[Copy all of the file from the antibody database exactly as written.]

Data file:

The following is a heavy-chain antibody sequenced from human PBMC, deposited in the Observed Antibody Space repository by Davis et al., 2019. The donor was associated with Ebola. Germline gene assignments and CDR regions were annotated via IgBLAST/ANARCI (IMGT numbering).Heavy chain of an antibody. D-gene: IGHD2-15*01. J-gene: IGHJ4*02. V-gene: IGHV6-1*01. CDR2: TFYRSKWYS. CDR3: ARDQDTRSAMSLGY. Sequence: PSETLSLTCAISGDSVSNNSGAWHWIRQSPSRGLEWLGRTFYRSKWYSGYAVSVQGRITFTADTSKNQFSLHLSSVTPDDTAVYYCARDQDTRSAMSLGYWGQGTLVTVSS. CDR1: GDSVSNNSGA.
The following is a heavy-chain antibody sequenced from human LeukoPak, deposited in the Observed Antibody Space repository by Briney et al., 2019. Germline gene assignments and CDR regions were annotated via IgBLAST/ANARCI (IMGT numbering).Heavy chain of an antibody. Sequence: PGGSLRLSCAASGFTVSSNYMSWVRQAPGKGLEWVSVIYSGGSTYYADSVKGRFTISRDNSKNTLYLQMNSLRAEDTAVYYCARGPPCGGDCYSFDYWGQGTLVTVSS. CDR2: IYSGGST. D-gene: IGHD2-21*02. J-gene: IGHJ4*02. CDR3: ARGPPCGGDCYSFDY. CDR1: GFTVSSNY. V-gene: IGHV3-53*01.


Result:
The following is a heavy-chain antibody sequenced from human PBMC, deposited in the Observed Antibody Space repository by Davis et al., 2019. The donor was associated with Ebola. Germline gene assignments and CDR regions were annotated via IgBLAST/ANARCI (IMGT numbering).Heavy chain of an antibody. D-gene: IGHD2-15*01. J-gene: IGHJ4*02. V-gene: IGHV6-1*01. CDR2: TFYRSKWYS. CDR3: ARDQDTRSAMSLGY. Sequence: PSETLSLTCAISGDSVSNNSGAWHWIRQSPSRGLEWLGRTFYRSKWYSGYAVSVQGRITFTADTSKNQFSLHLSSVTPDDTAVYYCARDQDTRSAMSLGYWGQGTLVTVSS. CDR1: GDSVSNNSGA.
The following is a heavy-chain antibody sequenced from human LeukoPak, deposited in the Observed Antibody Space repository by Briney et al., 2019. Germline gene assignments and CDR regions were annotated via IgBLAST/ANARCI (IMGT numbering).Heavy chain of an antibody. Sequence: PGGSLRLSCAASGFTVSSNYMSWVRQAPGKGLEWVSVIYSGGSTYYADSVKGRFTISRDNSKNTLYLQMNSLRAEDTAVYYCARGPPCGGDCYSFDYWGQGTLVTVSS. CDR2: IYSGGST. D-gene: IGHD2-21*02. J-gene: IGHJ4*02. CDR3: ARGPPCGGDCYSFDY. CDR1: GFTVSSNY. V-gene: IGHV3-53*01.